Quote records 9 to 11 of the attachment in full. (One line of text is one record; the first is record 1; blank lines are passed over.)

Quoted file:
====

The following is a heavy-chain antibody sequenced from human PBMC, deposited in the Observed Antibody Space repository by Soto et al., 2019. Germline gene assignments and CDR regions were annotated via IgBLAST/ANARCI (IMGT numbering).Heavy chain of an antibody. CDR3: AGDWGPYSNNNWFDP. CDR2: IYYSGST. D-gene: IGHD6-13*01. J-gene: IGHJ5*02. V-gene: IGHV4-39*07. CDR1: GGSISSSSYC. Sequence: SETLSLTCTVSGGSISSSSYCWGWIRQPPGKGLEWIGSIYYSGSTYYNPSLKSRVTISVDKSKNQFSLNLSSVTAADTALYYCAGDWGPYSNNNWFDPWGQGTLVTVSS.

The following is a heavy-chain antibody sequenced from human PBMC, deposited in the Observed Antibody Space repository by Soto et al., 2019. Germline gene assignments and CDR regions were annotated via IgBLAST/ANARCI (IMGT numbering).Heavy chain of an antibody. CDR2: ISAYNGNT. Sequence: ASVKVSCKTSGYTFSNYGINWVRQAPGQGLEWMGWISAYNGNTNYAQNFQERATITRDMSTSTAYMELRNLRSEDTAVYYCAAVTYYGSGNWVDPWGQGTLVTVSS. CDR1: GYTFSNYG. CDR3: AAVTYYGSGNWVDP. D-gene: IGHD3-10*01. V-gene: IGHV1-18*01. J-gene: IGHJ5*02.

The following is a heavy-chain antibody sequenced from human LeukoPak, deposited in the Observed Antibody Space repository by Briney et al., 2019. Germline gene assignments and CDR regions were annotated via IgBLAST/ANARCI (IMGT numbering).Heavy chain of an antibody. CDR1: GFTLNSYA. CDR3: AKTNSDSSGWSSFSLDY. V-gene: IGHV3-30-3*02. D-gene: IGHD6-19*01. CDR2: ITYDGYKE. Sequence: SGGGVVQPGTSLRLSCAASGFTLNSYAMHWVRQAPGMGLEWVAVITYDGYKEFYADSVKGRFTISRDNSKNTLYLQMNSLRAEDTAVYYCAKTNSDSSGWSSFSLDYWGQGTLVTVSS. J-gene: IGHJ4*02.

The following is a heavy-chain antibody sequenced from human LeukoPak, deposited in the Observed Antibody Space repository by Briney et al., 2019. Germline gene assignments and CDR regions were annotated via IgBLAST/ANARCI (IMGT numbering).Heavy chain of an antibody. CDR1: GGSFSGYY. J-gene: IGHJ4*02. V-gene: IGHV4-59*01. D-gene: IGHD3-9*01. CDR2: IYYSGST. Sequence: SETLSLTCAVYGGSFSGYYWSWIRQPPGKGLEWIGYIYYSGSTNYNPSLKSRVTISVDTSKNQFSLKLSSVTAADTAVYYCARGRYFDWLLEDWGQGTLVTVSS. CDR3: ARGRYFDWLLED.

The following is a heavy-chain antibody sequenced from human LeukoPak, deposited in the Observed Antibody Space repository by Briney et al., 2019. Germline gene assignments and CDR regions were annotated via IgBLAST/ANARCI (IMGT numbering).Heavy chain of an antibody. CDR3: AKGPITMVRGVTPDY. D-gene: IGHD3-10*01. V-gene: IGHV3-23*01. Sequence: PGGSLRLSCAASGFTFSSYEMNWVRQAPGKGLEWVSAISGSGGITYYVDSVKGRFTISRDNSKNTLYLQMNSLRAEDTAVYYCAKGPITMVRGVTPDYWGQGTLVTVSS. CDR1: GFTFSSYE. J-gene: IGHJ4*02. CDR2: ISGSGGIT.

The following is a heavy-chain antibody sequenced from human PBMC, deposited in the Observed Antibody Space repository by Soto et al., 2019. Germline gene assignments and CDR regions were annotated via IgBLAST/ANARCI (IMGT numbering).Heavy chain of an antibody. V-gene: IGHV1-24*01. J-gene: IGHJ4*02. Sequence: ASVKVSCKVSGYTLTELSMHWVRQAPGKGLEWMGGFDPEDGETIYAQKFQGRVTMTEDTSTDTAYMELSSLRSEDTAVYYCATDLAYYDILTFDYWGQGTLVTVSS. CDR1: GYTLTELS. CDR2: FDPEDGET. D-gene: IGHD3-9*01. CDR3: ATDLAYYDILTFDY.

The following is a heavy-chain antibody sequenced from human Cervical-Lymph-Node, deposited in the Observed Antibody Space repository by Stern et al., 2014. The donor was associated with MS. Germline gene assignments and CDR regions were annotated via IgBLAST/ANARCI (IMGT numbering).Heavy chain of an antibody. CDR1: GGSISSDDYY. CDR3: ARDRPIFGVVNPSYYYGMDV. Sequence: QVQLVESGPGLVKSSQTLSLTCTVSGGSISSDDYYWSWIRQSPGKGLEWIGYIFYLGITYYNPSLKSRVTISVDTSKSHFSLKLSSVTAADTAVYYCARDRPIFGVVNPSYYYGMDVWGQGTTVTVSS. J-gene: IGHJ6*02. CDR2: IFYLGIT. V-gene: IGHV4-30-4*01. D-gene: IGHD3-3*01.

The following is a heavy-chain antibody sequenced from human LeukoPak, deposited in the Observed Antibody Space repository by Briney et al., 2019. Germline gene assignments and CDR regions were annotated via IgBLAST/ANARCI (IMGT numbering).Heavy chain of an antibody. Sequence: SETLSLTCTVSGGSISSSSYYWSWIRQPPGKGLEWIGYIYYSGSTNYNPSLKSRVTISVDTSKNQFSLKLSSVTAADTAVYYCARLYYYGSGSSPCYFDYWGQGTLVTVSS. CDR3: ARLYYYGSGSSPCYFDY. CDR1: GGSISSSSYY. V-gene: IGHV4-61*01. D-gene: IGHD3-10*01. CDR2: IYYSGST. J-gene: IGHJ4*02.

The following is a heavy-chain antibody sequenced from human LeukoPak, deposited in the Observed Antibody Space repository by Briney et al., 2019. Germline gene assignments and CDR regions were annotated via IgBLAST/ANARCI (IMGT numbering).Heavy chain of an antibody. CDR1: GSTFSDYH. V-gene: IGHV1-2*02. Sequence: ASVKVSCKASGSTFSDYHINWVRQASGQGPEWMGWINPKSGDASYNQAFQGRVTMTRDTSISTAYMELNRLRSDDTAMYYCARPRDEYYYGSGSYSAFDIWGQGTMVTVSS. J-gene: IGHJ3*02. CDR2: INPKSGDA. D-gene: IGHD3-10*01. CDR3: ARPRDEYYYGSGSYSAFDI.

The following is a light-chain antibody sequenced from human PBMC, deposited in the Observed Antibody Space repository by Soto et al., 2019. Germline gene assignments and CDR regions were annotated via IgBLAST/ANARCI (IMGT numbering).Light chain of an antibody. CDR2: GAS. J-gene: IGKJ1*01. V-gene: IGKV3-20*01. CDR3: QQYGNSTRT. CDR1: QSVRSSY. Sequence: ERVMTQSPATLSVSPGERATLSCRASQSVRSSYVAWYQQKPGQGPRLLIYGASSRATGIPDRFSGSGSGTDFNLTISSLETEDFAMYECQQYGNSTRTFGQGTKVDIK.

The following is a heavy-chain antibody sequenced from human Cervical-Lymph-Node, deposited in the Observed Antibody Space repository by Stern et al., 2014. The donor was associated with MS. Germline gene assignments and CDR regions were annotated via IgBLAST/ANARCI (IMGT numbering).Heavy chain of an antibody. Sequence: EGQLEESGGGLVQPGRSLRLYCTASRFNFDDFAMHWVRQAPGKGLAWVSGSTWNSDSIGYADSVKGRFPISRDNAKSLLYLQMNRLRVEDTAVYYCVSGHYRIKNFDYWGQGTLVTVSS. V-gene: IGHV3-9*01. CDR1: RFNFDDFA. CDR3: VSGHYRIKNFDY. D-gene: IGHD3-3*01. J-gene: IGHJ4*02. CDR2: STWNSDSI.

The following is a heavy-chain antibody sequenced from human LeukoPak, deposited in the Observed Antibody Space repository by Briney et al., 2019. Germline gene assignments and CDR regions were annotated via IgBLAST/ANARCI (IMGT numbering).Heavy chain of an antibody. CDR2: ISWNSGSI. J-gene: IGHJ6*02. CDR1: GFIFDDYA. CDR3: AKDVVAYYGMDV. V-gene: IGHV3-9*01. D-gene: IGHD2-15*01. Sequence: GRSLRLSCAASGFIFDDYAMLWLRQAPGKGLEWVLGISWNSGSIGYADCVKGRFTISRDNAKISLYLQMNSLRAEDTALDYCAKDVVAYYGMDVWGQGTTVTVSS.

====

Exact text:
The following is a heavy-chain antibody sequenced from human LeukoPak, deposited in the Observed Antibody Space repository by Briney et al., 2019. Germline gene assignments and CDR regions were annotated via IgBLAST/ANARCI (IMGT numbering).Heavy chain of an antibody. CDR1: GSTFSDYH. V-gene: IGHV1-2*02. Sequence: ASVKVSCKASGSTFSDYHINWVRQASGQGPEWMGWINPKSGDASYNQAFQGRVTMTRDTSISTAYMELNRLRSDDTAMYYCARPRDEYYYGSGSYSAFDIWGQGTMVTVSS. J-gene: IGHJ3*02. CDR2: INPKSGDA. D-gene: IGHD3-10*01. CDR3: ARPRDEYYYGSGSYSAFDI.

The following is a light-chain antibody sequenced from human PBMC, deposited in the Observed Antibody Space repository by Soto et al., 2019. Germline gene assignments and CDR regions were annotated via IgBLAST/ANARCI (IMGT numbering).Light chain of an antibody. CDR2: GAS. J-gene: IGKJ1*01. V-gene: IGKV3-20*01. CDR3: QQYGNSTRT. CDR1: QSVRSSY. Sequence: ERVMTQSPATLSVSPGERATLSCRASQSVRSSYVAWYQQKPGQGPRLLIYGASSRATGIPDRFSGSGSGTDFNLTISSLETEDFAMYECQQYGNSTRTFGQGTKVDIK.

The following is a heavy-chain antibody sequenced from human Cervical-Lymph-Node, deposited in the Observed Antibody Space repository by Stern et al., 2014. The donor was associated with MS. Germline gene assignments and CDR regions were annotated via IgBLAST/ANARCI (IMGT numbering).Heavy chain of an antibody. Sequence: EGQLEESGGGLVQPGRSLRLYCTASRFNFDDFAMHWVRQAPGKGLAWVSGSTWNSDSIGYADSVKGRFPISRDNAKSLLYLQMNRLRVEDTAVYYCVSGHYRIKNFDYWGQGTLVTVSS. V-gene: IGHV3-9*01. CDR1: RFNFDDFA. CDR3: VSGHYRIKNFDY. D-gene: IGHD3-3*01. J-gene: IGHJ4*02. CDR2: STWNSDSI.